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This is what climate change looks like

Updated 1825 GMT (0225 HKT) August 19, 2019
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A flooded street in Miami Beach in September 2015. The flood was caused by a combination of seasonal high tides and what many believe is a rise in sea levels due to climate change. Miami Beach has already built miles of seawalls and has embarked on a five-year, $400 million stormwater pump program to keep the ocean waters from inundating the city. Joe Raedle/Getty Images North America/Getty Images
Sea water collects in front of a home in Tangier, Virginia, in May 2017. Tangier Island in Chesapeake Bay has lost two-thirds of its landmass since 1850. Now, the 1.2 square mile island is suffering from floods and erosion and is slowly sinking. A paper published in the journal Scientific Reports states that "the citizens of Tangier may become among the first climate change refugees in the continental USA." JIM WATSON/AFP/AFP/Getty Images
The Pasterze glacier is Austria's largest and it's shrinking rapidly: the sign on the trail indicates where the foot of the glacier reached in 2015, a year before this photo was taken. The European Environmental Agency predicts the volume of European glaciers will decline by between 22 percent and 89 percent by 2100, depending on the future intensity of greenhouse gases. Sean Gallup/Getty Images Europe/Getty Images
A NASA research aircraft flies over retreating glaciers on the Upper Baffin Bay coast of Greenland. Scientists say the Arctic is one of the regions hit hardest by climate change. Mario Tama/Getty Images
A wooden pole that had been driven into the ice the year before now stands exposed as the Aletsch glacier melts and sinks at a rate of about 10-13 meters per year near Bettmeralp, Switzerland. Sean Gallup/Getty Images Europe/Getty Images
In the Mississippi Delta, trees are withering away because of rising saltwater, creating "Ghost Forests." John Rubenstahl/CNN Air
A street is flooded in Sun Valley, Southern California in February 2017. Powerful storms have swept Southern California after years of severe drought, in a "drought-to-deluge" cycle that some believe is consistent with the consequences of global warming. David McNew/Getty Images North America/Getty Images
The carcass of a dead cow lies in the Black Umfolozi River, dry from the effects of a severe drought, in Nongoma district north west from Durban, in November 2015. South Africa ranks as the 30th driest country in the world and is considered a water-scarce region. A highly variable climate causes uneven distribution of rainfall, making droughts even more extreme. MUJAHID SAFODIEN/AFP/AFP/Getty Images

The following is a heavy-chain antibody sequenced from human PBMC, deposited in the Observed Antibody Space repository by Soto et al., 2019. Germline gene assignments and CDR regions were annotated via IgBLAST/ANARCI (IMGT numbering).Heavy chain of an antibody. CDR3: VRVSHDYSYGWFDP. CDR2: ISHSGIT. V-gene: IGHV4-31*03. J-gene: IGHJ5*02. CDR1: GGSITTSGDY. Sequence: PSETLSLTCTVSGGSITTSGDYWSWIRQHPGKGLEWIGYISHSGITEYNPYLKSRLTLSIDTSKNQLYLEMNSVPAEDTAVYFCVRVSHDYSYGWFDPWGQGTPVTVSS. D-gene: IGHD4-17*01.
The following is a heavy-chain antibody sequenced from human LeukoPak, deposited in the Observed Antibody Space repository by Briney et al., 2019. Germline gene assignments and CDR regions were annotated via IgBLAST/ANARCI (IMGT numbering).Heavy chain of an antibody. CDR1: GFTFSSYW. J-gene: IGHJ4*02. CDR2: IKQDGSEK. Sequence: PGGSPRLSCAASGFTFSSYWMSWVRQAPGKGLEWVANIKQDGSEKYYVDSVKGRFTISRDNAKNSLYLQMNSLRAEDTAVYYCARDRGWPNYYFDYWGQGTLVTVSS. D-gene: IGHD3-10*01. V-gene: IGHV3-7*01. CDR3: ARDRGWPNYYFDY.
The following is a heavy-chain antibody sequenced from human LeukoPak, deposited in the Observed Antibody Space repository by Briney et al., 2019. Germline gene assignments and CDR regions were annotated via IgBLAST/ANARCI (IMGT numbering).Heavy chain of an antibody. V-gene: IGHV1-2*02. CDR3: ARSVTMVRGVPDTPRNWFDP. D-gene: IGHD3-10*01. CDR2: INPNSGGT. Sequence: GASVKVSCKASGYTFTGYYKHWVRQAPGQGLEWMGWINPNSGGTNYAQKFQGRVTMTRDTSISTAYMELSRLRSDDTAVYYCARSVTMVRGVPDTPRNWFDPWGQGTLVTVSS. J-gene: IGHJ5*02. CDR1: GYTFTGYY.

A gigantic cloud of dust known as "Haboob" advances over Sudan's capital, Khartoum. Moving like a thick wall, it carries sand and dust burying homes, while increasing evaporation in a region that's struggling to preserve water supplies. Experts say that without quick intervention, parts of the African country -- one of the most vulnerable in the world -- could become uninhabitable as a result of climate change. AFP/Getty Images
Low tide reveals the extent of accelerated erosion shown by the amount of exposed beach rocks on Maafushi beach in the Maldives. This is the world's lowest-lying country, with no part lying more than six feet above sea level. The island nation's future is under threat from anticipated global sea level rise, with many of its islands already suffering from coastal erosion. Aishath Adam/Getty Images AsiaPac/Getty Images
Los Glaciares National Park, part of the third largest ice field in the world, on November 27, 2015 in Santa Cruz Province, Argentina. The majority of the almost 50 large glaciers in the park have been retreating during the past 50 years due to warming temperatures, according to the European Space Agency (ESA). Mario Tama/Getty Images South America/Getty Images
A boy from the remote Turkana tribe in Northern Kenya walks across a dried up river near Lodwar, Kenya. Millions of people across Africa are facing a critical shortage of water and food, a situation made worse by climate change. Christopher Furlong/Getty Images Europe/Getty Images
An Indian farmer in a dried up cotton field in the southern Indian state of Telangana, in April 2016. Much of India is reeling from a heat wave and severe drought conditions that have decimated crops, killed livestock and left at least 330 million people without enough water for their daily needs. NOAH SEELAM/AFP/AFP/Getty Images
Strawberries lost due to a fungus that experts report is caused by climate change in La Tigra, Honduras, in September 2016. According to Germanwatch's Global Climate Risk Index, Honduras ranks among the countries most affected by climate change. ORLANDO SIERRA/AFP/AFP/Getty Images